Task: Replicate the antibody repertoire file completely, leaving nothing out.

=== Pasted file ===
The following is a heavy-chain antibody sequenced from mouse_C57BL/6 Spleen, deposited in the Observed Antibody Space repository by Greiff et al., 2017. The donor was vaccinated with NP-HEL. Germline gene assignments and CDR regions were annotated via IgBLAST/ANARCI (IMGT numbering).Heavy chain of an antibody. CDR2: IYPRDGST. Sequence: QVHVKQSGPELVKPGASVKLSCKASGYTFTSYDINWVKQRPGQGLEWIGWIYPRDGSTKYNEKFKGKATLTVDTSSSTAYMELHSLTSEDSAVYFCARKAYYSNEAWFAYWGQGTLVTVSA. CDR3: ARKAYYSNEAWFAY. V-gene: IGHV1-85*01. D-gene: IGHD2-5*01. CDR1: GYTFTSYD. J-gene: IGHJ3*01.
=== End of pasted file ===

The following is a heavy-chain antibody sequenced from mouse_C57BL/6 Spleen, deposited in the Observed Antibody Space repository by Greiff et al., 2017. The donor was vaccinated with NP-HEL. Germline gene assignments and CDR regions were annotated via IgBLAST/ANARCI (IMGT numbering).Heavy chain of an antibody. CDR2: IYPRDGST. Sequence: QVHVKQSGPELVKPGASVKLSCKASGYTFTSYDINWVKQRPGQGLEWIGWIYPRDGSTKYNEKFKGKATLTVDTSSSTAYMELHSLTSEDSAVYFCARKAYYSNEAWFAYWGQGTLVTVSA. CDR3: ARKAYYSNEAWFAY. V-gene: IGHV1-85*01. D-gene: IGHD2-5*01. CDR1: GYTFTSYD. J-gene: IGHJ3*01.